Jul 032018

On July 5 we celebrate the divine disappearance day of Sri Srimad Bhakti Tirtha Swami Maharaja, who left our world on this date on the Vedic calendar in 2005.

Srimad-Bhagavatam, Canto Four, Chapter Twenty-eight: “Puranjana Becomes a Woman in the Next Life,” discusses the disappearance of the spiritual master:


uttisthottistha rajarse
  imam udadhi-mekhalam
dasyubhyah ksatra-bandhubhyo
  bibhyatim patum arhasi


O best of kings, please get up! Get up! Just see this world surrounded by water and infested with rogues and so-called kings. This world is very much afraid, and it is your duty to protect her.

PURPORT by Srila Prabhupada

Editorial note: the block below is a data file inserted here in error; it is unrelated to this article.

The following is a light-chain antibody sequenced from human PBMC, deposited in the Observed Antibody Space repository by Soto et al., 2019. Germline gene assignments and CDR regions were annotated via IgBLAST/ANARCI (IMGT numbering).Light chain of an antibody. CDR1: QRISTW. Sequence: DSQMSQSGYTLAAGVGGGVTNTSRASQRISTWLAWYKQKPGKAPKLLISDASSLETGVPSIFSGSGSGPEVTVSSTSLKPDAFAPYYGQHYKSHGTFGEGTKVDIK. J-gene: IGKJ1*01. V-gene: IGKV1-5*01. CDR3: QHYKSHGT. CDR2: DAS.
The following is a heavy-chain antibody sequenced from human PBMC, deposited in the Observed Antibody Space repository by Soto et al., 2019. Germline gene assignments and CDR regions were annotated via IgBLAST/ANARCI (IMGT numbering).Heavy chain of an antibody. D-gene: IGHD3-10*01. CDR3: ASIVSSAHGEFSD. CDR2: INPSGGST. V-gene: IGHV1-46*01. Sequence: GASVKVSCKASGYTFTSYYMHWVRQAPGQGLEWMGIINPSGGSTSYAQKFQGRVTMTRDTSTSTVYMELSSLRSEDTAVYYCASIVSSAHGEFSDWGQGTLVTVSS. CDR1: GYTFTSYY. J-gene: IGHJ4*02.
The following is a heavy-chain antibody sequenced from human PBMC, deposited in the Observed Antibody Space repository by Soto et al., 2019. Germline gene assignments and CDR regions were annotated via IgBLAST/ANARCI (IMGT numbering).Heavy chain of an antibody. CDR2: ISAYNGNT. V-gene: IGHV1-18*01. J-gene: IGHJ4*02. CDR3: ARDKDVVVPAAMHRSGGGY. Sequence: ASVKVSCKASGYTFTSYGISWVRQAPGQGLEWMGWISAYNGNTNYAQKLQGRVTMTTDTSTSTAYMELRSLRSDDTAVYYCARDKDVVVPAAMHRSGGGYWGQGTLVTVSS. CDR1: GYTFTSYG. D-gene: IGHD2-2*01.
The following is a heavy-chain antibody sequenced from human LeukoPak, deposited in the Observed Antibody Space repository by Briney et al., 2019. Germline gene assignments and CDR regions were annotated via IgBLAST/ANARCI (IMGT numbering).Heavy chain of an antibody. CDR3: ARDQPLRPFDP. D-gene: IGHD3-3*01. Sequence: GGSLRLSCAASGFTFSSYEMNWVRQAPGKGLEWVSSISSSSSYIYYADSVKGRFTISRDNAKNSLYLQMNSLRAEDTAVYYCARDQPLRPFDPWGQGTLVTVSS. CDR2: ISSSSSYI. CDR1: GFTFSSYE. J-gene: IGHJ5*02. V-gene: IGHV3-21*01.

Whenever an acarya comes, following the superior orders of the Supreme Personality of Godhead or His representative, he establishes the principles of religion, as enunciated in the Bhagavad-gita. Religion means abiding by the orders of the Supreme Personality of Godhead. Religious principles begin from the time one surrenders to the Supreme Personality of Godhead. It is the acarya’s duty to spread a bona fide religious system and induce everyone to bow down before the Supreme Lord. One executes the religious principles by rendering devotional service, specifically the nine items like hearing, chanting, and remembering. Unfortunately, when the acarya disappears, rogues and nondevotees take advantage and immediately begin to introduce unauthorized principles in the name of so-called svamis, yogis, philanthropists, welfare workers, and so on. Actually, human life is meant for executing the orders of the Supreme Lord, and this is stated in the Bhagavad-gita (9.34):